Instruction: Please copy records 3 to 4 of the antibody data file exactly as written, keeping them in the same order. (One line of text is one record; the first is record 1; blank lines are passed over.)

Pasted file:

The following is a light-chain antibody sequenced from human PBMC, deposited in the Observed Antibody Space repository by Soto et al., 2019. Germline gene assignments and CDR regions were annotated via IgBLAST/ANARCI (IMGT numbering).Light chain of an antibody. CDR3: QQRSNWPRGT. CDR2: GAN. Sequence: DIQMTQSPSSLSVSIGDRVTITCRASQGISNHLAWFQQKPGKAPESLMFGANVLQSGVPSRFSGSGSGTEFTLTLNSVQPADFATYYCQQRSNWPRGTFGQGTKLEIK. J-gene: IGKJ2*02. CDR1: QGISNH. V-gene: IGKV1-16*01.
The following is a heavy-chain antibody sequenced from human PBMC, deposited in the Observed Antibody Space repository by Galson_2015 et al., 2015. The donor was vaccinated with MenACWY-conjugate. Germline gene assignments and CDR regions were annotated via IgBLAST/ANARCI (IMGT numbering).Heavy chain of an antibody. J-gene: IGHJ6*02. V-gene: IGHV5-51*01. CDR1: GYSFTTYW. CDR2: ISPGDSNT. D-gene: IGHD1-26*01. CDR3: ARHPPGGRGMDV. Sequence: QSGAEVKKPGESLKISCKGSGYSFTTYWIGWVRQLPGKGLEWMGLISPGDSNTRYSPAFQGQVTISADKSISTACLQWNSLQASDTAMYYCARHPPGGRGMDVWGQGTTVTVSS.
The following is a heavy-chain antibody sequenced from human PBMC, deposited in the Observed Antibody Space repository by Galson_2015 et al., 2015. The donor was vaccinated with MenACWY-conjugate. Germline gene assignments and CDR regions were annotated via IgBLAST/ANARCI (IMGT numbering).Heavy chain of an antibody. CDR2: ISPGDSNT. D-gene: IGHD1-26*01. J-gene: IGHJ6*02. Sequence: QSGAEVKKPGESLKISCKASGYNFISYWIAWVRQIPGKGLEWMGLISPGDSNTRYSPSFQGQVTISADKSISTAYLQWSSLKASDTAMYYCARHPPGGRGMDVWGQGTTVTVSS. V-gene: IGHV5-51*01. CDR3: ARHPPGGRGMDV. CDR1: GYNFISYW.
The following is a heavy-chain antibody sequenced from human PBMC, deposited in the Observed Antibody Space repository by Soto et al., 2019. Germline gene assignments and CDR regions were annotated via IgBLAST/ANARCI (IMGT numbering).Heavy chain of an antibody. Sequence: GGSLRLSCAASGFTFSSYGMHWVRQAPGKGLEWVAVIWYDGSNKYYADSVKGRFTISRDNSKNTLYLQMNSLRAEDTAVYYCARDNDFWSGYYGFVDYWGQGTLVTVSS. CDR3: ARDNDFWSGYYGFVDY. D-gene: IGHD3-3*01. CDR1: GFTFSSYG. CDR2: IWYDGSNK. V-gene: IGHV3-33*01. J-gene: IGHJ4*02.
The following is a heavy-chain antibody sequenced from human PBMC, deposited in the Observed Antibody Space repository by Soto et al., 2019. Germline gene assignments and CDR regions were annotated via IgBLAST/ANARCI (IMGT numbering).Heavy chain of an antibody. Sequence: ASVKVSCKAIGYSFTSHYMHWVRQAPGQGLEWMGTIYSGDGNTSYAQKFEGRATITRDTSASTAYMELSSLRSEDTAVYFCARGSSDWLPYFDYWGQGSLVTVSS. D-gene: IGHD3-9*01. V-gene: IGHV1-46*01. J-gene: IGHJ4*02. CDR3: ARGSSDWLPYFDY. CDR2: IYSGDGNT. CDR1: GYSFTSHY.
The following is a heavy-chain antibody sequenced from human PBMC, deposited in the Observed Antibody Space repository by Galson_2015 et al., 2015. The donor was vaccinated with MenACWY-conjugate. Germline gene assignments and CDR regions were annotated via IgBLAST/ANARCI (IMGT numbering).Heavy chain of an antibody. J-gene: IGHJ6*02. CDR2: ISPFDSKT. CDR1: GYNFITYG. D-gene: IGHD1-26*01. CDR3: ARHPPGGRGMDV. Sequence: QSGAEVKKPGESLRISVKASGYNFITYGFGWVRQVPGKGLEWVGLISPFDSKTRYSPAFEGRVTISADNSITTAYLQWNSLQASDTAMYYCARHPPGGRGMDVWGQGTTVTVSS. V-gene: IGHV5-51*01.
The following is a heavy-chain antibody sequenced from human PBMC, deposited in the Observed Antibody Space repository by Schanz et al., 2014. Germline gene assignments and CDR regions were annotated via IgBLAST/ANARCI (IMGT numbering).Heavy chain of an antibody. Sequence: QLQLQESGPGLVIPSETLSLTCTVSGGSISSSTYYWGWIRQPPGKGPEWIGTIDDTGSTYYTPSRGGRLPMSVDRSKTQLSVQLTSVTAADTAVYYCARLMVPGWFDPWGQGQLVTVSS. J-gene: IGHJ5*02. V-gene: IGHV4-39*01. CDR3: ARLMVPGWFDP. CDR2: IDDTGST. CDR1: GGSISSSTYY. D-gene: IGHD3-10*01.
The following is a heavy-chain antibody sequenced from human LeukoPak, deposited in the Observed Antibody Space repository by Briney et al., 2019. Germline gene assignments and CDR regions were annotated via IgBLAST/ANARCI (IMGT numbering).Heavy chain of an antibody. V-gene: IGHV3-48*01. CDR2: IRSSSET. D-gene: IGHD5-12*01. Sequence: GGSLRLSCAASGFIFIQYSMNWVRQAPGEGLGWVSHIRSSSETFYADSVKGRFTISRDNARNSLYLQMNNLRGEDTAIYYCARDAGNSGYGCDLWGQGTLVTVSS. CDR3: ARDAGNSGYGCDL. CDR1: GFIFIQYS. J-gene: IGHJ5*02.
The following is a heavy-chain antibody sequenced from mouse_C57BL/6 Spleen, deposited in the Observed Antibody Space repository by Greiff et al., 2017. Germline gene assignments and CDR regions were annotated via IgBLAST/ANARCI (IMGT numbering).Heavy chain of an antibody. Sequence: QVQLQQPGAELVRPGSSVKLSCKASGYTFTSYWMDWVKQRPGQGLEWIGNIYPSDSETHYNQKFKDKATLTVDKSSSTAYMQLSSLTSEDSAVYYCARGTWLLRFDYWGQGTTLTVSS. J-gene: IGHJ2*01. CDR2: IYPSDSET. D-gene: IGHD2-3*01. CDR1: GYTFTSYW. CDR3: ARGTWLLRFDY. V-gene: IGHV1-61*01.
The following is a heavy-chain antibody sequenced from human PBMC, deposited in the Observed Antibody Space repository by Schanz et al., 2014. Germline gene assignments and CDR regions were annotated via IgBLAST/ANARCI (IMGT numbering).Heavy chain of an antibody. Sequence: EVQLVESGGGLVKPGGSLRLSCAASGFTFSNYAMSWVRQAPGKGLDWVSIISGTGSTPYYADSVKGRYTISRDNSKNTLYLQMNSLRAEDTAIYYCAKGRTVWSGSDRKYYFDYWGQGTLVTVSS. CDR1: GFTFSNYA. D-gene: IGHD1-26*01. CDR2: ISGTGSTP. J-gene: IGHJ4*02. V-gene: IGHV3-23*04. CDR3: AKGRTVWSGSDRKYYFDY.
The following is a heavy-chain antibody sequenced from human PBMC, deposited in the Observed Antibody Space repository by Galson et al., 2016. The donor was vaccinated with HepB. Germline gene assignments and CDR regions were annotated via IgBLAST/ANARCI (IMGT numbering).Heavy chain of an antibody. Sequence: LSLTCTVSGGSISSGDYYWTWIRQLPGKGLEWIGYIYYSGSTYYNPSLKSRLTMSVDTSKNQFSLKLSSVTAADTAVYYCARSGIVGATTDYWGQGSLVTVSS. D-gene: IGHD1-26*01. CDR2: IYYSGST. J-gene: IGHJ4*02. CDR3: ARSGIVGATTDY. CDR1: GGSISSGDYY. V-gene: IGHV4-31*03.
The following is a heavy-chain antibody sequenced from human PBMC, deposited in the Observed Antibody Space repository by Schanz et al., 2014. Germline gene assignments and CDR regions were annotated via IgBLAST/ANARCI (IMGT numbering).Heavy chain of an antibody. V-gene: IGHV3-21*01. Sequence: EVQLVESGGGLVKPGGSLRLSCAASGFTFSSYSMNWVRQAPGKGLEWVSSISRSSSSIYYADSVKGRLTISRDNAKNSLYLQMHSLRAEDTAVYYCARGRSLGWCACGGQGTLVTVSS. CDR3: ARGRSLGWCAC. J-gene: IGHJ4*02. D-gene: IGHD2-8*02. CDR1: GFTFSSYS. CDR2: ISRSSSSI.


The following is a heavy-chain antibody sequenced from human PBMC, deposited in the Observed Antibody Space repository by Galson_2015 et al., 2015. The donor was vaccinated with MenACWY-conjugate. Germline gene assignments and CDR regions were annotated via IgBLAST/ANARCI (IMGT numbering).Heavy chain of an antibody. CDR2: ISPGDSNT. D-gene: IGHD1-26*01. J-gene: IGHJ6*02. Sequence: QSGAEVKKPGESLKISCKASGYNFISYWIAWVRQIPGKGLEWMGLISPGDSNTRYSPSFQGQVTISADKSISTAYLQWSSLKASDTAMYYCARHPPGGRGMDVWGQGTTVTVSS. V-gene: IGHV5-51*01. CDR3: ARHPPGGRGMDV. CDR1: GYNFISYW.
The following is a heavy-chain antibody sequenced from human PBMC, deposited in the Observed Antibody Space repository by Soto et al., 2019. Germline gene assignments and CDR regions were annotated via IgBLAST/ANARCI (IMGT numbering).Heavy chain of an antibody. Sequence: GGSLRLSCAASGFTFSSYGMHWVRQAPGKGLEWVAVIWYDGSNKYYADSVKGRFTISRDNSKNTLYLQMNSLRAEDTAVYYCARDNDFWSGYYGFVDYWGQGTLVTVSS. CDR3: ARDNDFWSGYYGFVDY. D-gene: IGHD3-3*01. CDR1: GFTFSSYG. CDR2: IWYDGSNK. V-gene: IGHV3-33*01. J-gene: IGHJ4*02.